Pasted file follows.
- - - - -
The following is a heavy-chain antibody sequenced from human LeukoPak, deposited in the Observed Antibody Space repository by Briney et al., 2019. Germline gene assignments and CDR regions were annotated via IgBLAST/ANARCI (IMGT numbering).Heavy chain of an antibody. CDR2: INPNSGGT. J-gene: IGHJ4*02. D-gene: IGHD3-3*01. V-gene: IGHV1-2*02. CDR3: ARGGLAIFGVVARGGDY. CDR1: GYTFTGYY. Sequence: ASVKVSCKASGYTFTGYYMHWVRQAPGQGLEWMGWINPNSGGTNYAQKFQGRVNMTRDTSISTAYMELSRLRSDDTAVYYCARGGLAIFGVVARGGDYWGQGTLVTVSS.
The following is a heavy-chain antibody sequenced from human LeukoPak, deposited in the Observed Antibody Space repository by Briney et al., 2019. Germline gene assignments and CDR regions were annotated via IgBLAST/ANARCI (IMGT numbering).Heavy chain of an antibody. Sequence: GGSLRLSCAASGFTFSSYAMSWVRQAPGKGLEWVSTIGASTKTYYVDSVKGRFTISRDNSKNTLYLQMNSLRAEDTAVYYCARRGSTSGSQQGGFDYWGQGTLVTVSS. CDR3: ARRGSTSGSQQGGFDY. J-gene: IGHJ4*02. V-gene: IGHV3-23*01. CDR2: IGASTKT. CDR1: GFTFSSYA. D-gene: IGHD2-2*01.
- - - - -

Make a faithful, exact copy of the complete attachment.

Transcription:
The following is a heavy-chain antibody sequenced from human LeukoPak, deposited in the Observed Antibody Space repository by Briney et al., 2019. Germline gene assignments and CDR regions were annotated via IgBLAST/ANARCI (IMGT numbering).Heavy chain of an antibody. CDR2: INPNSGGT. J-gene: IGHJ4*02. D-gene: IGHD3-3*01. V-gene: IGHV1-2*02. CDR3: ARGGLAIFGVVARGGDY. CDR1: GYTFTGYY. Sequence: ASVKVSCKASGYTFTGYYMHWVRQAPGQGLEWMGWINPNSGGTNYAQKFQGRVNMTRDTSISTAYMELSRLRSDDTAVYYCARGGLAIFGVVARGGDYWGQGTLVTVSS.
The following is a heavy-chain antibody sequenced from human LeukoPak, deposited in the Observed Antibody Space repository by Briney et al., 2019. Germline gene assignments and CDR regions were annotated via IgBLAST/ANARCI (IMGT numbering).Heavy chain of an antibody. Sequence: GGSLRLSCAASGFTFSSYAMSWVRQAPGKGLEWVSTIGASTKTYYVDSVKGRFTISRDNSKNTLYLQMNSLRAEDTAVYYCARRGSTSGSQQGGFDYWGQGTLVTVSS. CDR3: ARRGSTSGSQQGGFDY. J-gene: IGHJ4*02. V-gene: IGHV3-23*01. CDR2: IGASTKT. CDR1: GFTFSSYA. D-gene: IGHD2-2*01.